Highly unlikely Net Neutrality is important and I’ve supported the idea since 1999. But I do not believe, “It will end the Internet as we know it,” attributed to FCC Commissioner Michael Copps. No one is likely to show you The Washington Post when you ask for the NY Times. AT&T’s DirecTV Now will not appeared when you thought you were going to Netflix. Ending Net Neutrality will raise costs for those sending video, disproportionately more for smaller companies and start-ups. Google YouTube & Facebook have enough clout to get a much lower rate. Much or most of the extra cost will be passed on to consumers. Most of the telcos’ extra earnings will not go to better networks. CEOs and CFOs across the world have said most would go to shareholders.
“If Net Neutrality Is Repealed, the Internet Will Die!” has been said many of my most progressive friends. They are almost certainly wrong. It would be bad business, bad politics, and unlikely engineering. Most issues will arise where large volumes of video are sent. Web surfing and most of Facebook use much less bandwidth and would be much harder to throttle.
Shelly Palmer printed the quote, but then went on to refute it.
Broadband is by far the most profitable product for cable companies and many telcos. The companies would be stupid to allow any change that consumers would mind. The CEOs aren’t stupid. If the carriers did something that seriously affected users, even the most business-oriented pols would have to do something about. The very conservative Michael Powell hit the roof when AT&T announced plans.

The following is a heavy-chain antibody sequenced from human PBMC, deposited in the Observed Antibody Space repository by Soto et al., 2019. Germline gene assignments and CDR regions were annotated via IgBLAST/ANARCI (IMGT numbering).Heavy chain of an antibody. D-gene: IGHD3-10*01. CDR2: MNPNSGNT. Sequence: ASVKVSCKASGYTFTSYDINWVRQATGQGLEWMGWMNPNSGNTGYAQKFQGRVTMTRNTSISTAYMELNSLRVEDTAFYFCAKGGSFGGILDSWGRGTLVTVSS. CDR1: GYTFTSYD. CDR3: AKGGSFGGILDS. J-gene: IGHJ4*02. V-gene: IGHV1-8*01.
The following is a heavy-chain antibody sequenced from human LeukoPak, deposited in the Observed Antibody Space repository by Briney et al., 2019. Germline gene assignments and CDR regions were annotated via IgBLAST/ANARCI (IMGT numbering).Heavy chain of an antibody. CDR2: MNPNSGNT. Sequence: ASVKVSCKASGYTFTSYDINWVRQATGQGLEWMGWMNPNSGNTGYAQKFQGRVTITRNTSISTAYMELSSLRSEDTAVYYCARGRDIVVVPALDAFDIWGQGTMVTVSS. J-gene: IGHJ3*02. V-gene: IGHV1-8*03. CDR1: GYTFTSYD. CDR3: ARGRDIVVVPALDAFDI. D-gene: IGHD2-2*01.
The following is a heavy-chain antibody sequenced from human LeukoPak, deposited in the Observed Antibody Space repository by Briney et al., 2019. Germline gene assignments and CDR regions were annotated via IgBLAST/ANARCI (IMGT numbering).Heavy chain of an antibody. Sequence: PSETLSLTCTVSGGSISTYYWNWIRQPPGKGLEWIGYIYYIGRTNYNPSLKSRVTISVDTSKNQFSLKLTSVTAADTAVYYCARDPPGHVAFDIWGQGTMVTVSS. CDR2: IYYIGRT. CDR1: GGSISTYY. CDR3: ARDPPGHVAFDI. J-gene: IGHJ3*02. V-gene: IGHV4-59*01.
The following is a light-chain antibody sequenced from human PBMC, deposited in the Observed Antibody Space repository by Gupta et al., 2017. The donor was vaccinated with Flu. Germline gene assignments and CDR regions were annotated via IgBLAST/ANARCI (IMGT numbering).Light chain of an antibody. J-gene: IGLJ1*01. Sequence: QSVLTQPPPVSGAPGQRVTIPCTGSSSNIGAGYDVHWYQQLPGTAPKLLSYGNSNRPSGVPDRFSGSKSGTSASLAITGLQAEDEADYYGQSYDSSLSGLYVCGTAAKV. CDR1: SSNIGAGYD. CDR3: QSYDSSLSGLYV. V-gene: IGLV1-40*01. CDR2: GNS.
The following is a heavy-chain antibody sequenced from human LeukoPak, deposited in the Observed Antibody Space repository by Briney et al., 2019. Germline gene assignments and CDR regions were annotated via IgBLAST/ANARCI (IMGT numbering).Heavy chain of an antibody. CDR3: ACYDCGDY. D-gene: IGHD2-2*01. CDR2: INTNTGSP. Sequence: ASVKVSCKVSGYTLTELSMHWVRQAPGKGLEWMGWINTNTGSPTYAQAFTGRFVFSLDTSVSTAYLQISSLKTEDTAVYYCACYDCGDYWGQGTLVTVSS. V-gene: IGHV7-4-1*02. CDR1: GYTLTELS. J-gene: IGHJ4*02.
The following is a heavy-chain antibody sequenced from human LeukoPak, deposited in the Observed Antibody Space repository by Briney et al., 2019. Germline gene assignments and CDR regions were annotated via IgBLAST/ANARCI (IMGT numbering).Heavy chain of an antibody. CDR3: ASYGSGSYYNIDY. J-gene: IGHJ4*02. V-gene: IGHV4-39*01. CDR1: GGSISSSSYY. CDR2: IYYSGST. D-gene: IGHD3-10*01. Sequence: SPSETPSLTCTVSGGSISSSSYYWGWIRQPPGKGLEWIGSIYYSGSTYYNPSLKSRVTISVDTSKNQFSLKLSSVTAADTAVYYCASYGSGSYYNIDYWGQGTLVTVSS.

There will be harms after Neutrality is killed. The carriers want to do things like make their video and and video from those who pay for the privilege faster, more reliable, and wirhout the standard bandwidth charge. That’s an enormous advantage. They intend to collect from those sending video and most will go to shareholders.
Conclusion: Likely to be mostly false.
I did this one before I wrote about one from the opponents of NN. That makes me more credible. The claims the Neutrality significantly hurts investment are not supported by solid data, which is in short supply here. By picking and choosing from the data, you can “prove” the effect is either up or down. The studies Ajit Pai quote in the Net Neutrality ruling were particularly defective.